Swimmable Potomac River Campaign

LATEST POSTS:

Citizen Science Water Quality Monitoring program screencap

Online Training Modules for Citizen Science Volunteers Now Available

We have had to make adjustments for our water quality monitoring program due to the Covid-19 pandemic, but only so that the important bacteria monitoring we do can safely get done. We canceled our 2020 in-person volunteer water quality monitoring training sessions and developed online training modules so volunteers can take our training course anytime! […]

Water Quality Monitoring Volunteer Training

Making the Potomac Swimmable Again – Citizen Science Volunteer Water Quality Monitoring Program Has Started

To achieve our mission of improving recreation access, our Water Quality Monitoring Program is a key component of the Swimmable Potomac Campaign. We rely on a dedicated team of volunteer citizen scientists who are rigorously trained by Potomac Riverkeeper and other skilled and knowledgeable professionals. The volunteers conduct weekly water sampling and testing from a […]

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CAMPAIGN INFORMATION:

The Swimmable Potomac Campaign is designed to ensure that the Potomac River is safe for swimming, paddling, stand up paddleboarding, and other forms of recreation that involve direct contact with the water. Thousands/millions of people every year go out on the Potomac in a kayak, canoe, stand up paddleboard, or for an open water swim. The numbers continue to grow as our waterfront rebounds and as water quality improves. It is the goal of the Potomac Riverkeeper Network to make it safe for all those water enthusiasts to enjoy the beauty of the Potomac River without risking getting sick.

To accomplish this ambitious objective, we have three principal strategies:

  1. Citizen science water quality monitoring — Led by Dean Naujoks, Potomac Riverkeeper, an extremely dedicated and well-trained group of citizen scientists take samples every week from May through September at about a dozen public access points along the Potomac in and around DC. The volunteers sample for E. coli bacteria, an indicator of fecal contamination of the river that can make recreational users sick. The day the samples are gathered, they are tested at our floating laboratory aboard the Sea Dog, our research vessel. The results are posted publicly every week on an easy-to-use smartphone app called Swim Guide and on social media so that people will know when and where it is safe to use the water.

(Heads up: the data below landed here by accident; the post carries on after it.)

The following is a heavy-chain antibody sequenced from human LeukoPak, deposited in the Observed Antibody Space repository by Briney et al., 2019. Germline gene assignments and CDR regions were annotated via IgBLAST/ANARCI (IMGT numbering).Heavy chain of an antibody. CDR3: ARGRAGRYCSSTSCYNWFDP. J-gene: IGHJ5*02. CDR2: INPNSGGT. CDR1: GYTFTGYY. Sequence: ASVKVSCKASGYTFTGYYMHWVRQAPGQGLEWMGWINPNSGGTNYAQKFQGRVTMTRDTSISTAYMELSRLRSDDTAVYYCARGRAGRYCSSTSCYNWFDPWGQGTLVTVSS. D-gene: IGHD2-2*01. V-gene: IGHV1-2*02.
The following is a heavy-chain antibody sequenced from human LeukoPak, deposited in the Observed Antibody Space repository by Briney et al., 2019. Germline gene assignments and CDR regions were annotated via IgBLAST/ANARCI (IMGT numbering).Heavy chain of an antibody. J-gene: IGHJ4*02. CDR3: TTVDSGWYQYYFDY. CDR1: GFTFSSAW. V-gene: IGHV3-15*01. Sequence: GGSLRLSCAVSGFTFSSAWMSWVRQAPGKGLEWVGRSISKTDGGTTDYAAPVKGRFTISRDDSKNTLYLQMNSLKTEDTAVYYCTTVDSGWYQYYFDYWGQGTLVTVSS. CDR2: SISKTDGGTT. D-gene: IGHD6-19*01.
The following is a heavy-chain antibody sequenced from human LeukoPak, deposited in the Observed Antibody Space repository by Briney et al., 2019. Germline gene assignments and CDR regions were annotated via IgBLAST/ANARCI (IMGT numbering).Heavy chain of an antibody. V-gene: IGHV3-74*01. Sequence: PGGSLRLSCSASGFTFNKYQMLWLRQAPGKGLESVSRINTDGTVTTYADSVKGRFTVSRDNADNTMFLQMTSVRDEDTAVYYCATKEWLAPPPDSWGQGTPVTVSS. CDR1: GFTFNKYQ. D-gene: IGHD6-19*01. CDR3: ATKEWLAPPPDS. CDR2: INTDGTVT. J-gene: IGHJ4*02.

2. Increased public awareness of the sources of pollution and how to stop them — In addition to weekly water quality monitoring during the summer, we are publishing an annual report on the results of our water quality monitoring, including those water quality monitoring sites that are most frequently contaminated by E coli bacteria, where the contamination is coming from, and how it can be stopped. Very few people in DC are aware that raw sewage is dumped into the Potomac River every time it rains in DC. We want to raise awareness of this public health issue and engage the public to support investment in solutions.
  3. Advocacy to end routine dumping of raw sewage into the river — In 2018, we achieved a major victory in obtaining legislation in VA requiring Alexandria to stop 95% of its raw sewage discharges into the Potomac River by 2025. Our goal is to achieve 96% reduction in sewer overflows into the Potomac River by 2030. DC Water is poised to achieve this goal through investment in green infrastructure in Rock Creek and a storage tunnel in Georgetown. We will engage fully in the development of the sewage reduction plan to ensure that it will make it safe for everyone in and around DC to safely enjoy the river.
  4. End the ban on swimming in DC — It has been illegal to swim in the Potomac in DC since the 1980s when the river was filled with untreated and inadequately treated sewage on a daily basis. Now, as PRKN’s citizen science water quality monitoring program shows, it is often safe to go into the water — yet swimming is still illegal. We will seek a firm commitment by DC to lift the ban on swimming in the Potomac by 2022, the 50th Anniversary of the Clean Water Act.